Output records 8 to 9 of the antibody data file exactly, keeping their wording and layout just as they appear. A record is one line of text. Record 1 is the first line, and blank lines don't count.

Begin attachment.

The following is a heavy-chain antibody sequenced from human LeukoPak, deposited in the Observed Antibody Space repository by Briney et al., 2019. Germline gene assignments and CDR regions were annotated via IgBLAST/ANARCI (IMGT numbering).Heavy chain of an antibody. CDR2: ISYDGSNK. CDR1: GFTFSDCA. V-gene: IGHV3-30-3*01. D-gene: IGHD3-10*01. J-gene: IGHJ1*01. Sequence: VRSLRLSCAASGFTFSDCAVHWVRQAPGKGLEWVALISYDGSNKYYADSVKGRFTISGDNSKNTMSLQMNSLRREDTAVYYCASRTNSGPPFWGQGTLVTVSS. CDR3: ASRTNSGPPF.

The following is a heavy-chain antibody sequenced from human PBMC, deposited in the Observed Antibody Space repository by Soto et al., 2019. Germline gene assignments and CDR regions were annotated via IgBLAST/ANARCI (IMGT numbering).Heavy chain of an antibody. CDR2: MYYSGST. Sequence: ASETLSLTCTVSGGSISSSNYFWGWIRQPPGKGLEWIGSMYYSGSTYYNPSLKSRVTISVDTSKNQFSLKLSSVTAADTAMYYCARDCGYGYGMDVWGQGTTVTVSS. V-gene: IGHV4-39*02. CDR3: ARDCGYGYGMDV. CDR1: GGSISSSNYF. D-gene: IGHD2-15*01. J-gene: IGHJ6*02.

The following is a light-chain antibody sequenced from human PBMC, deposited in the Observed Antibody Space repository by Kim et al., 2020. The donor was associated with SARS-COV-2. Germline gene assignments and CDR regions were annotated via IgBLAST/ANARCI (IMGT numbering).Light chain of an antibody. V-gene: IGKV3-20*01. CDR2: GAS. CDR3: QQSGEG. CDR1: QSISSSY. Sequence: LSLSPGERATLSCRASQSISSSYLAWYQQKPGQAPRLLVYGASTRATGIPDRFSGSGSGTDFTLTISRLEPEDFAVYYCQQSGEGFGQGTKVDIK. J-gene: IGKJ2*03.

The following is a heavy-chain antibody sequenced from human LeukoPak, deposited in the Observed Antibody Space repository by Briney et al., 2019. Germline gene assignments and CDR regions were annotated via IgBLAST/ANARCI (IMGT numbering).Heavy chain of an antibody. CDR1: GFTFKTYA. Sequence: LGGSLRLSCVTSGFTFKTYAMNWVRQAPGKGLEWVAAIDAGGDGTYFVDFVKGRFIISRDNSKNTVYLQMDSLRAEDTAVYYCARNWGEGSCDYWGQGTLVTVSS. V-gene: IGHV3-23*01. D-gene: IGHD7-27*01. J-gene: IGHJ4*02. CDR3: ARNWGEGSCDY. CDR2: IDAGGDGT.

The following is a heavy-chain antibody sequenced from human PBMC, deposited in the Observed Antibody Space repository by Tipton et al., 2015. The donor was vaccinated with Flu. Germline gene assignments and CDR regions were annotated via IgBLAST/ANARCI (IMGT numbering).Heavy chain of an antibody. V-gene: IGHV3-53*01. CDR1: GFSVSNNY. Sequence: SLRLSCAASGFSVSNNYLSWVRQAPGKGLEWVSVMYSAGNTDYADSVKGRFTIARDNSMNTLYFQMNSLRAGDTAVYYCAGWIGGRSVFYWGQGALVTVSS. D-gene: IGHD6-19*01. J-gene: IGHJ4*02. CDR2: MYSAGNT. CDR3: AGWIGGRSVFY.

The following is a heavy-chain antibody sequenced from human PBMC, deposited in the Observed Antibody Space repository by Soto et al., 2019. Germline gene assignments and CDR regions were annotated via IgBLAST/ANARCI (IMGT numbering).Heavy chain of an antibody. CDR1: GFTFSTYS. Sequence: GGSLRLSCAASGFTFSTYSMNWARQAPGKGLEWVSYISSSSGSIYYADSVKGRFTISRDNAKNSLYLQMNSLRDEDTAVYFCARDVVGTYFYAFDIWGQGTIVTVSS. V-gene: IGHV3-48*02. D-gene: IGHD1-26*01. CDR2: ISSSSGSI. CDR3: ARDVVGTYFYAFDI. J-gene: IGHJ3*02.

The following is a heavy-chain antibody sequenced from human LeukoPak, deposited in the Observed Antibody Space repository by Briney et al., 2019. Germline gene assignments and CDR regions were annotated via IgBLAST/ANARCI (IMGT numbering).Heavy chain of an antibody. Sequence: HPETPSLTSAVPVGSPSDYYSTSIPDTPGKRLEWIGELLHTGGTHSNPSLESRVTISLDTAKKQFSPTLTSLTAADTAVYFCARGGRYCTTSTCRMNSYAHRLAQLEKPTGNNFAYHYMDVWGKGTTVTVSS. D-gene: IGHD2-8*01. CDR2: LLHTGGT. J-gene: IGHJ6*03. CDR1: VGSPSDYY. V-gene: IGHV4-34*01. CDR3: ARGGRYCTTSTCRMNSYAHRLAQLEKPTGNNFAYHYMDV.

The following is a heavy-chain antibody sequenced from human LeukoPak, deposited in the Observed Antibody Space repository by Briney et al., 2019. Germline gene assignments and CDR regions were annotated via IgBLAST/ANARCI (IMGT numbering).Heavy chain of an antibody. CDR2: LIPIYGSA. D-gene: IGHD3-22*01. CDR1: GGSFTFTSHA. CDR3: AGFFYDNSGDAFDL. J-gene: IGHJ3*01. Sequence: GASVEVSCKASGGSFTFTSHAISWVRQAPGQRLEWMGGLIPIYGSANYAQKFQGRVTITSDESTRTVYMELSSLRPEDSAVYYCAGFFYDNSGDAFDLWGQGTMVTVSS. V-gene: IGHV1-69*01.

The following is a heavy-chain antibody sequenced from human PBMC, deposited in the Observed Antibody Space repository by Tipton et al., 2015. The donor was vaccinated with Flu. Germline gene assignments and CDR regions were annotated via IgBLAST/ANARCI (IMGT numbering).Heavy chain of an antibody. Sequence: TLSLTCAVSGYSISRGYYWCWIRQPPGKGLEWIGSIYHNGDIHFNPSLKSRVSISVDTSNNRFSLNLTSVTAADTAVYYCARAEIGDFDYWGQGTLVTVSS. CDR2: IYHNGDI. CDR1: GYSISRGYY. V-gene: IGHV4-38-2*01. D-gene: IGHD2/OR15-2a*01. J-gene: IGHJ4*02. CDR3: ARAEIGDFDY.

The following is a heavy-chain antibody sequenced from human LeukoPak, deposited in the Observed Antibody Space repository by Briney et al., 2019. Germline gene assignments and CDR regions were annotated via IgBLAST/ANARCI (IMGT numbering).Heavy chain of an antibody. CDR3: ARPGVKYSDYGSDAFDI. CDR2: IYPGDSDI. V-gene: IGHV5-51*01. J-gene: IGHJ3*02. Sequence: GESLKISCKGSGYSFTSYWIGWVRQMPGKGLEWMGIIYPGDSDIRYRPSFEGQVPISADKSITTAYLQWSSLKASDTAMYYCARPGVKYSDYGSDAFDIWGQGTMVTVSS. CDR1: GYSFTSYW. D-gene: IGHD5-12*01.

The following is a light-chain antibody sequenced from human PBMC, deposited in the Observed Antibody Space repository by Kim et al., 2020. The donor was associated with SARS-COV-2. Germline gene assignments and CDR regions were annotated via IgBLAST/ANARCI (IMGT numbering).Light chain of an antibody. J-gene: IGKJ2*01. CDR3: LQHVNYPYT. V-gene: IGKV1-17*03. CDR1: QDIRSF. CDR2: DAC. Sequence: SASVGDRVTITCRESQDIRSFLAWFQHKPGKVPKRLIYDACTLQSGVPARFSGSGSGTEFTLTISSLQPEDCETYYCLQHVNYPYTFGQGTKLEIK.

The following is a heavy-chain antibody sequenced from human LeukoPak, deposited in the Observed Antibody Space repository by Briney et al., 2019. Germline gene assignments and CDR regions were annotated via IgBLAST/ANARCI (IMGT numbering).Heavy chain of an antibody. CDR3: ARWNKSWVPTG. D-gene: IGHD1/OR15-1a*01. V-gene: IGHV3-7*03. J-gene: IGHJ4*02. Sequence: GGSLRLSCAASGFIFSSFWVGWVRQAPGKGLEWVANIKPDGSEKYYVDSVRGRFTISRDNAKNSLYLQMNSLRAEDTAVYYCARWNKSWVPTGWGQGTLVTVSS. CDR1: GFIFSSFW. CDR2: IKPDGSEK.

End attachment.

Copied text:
The following is a heavy-chain antibody sequenced from human LeukoPak, deposited in the Observed Antibody Space repository by Briney et al., 2019. Germline gene assignments and CDR regions were annotated via IgBLAST/ANARCI (IMGT numbering).Heavy chain of an antibody. CDR2: LIPIYGSA. D-gene: IGHD3-22*01. CDR1: GGSFTFTSHA. CDR3: AGFFYDNSGDAFDL. J-gene: IGHJ3*01. Sequence: GASVEVSCKASGGSFTFTSHAISWVRQAPGQRLEWMGGLIPIYGSANYAQKFQGRVTITSDESTRTVYMELSSLRPEDSAVYYCAGFFYDNSGDAFDLWGQGTMVTVSS. V-gene: IGHV1-69*01.

The following is a heavy-chain antibody sequenced from human PBMC, deposited in the Observed Antibody Space repository by Tipton et al., 2015. The donor was vaccinated with Flu. Germline gene assignments and CDR regions were annotated via IgBLAST/ANARCI (IMGT numbering).Heavy chain of an antibody. Sequence: TLSLTCAVSGYSISRGYYWCWIRQPPGKGLEWIGSIYHNGDIHFNPSLKSRVSISVDTSNNRFSLNLTSVTAADTAVYYCARAEIGDFDYWGQGTLVTVSS. CDR2: IYHNGDI. CDR1: GYSISRGYY. V-gene: IGHV4-38-2*01. D-gene: IGHD2/OR15-2a*01. J-gene: IGHJ4*02. CDR3: ARAEIGDFDY.